Many reported that Emery had a say in the recruitment process, but it can be argued that the Spaniard should also have had control in many respects, with the signing of Nicolas Pépé looking more like a Sanllehí agreement than an Emery request.
Sanllehí’s fraternisation with intermediaries and agents was frowned upon in England, but is considered a necessary evil in his native Spain. Indeed, Sanllehí’s connections have afforded Barcelona greater pull in the modern game and arguably helped them to sign players like Neymar ahead of other European clubs.
Dealing with agents is of course a necessary part of the game, but it can be argued that Sanllehí’s relationships looked remarkably like doing favours for friends, than operating with the best interests of the club at heart.
Sanllehí’s recent comments regarding the change of Mikel Arteta’s job title, are not entirely as degrading as many have suggested.
In many ways, Arsenal have indeed abandoned the model that Sanllehí initially proposed, however, that is not necessarily a bad thing.
Arsenal’s more streamlined approach and Arteta’s greater influence over decisions means that Arsenal have less obstacles to overcome when making decisions. Potential signings are no longer having to go through the data team, the director of football, the head coach, the technical director, the scouts and then the chief negotiator, and are now far more centralised.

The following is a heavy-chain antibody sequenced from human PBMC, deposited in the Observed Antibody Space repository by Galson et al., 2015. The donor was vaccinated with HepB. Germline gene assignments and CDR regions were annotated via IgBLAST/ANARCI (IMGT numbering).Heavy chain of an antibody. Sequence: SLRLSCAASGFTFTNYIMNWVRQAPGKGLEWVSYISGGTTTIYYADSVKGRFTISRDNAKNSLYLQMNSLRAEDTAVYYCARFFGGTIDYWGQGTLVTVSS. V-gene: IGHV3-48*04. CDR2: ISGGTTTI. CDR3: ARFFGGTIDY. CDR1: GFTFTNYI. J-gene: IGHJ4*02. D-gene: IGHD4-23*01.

There is also the fact that, while Arteta is now the club’s “manager”, he does not have the same remit as Arsène Wenger did.
The departure of David Dein and a lack of footballing expertise in the executive structure at the time, meant that Wenger had to assume many responsibilities himself. While Arteta does have a big influence at the club, he is not at the top of the decision-making process and has far less influence over the board.
All in all, Arsenal’s current structure looks to be working well. Edu and Richard Garlick have shown a willingness to accept mistakes and attempt to correct them, even it means incurring a cost to the club and Mikel Arteta has been afforded a lot more resources to improve his playing squad as a result.
Sanllehí is relatively new to his role at Real Zaragoza, but his approach to management may well be greater appreciated in Spain than in England.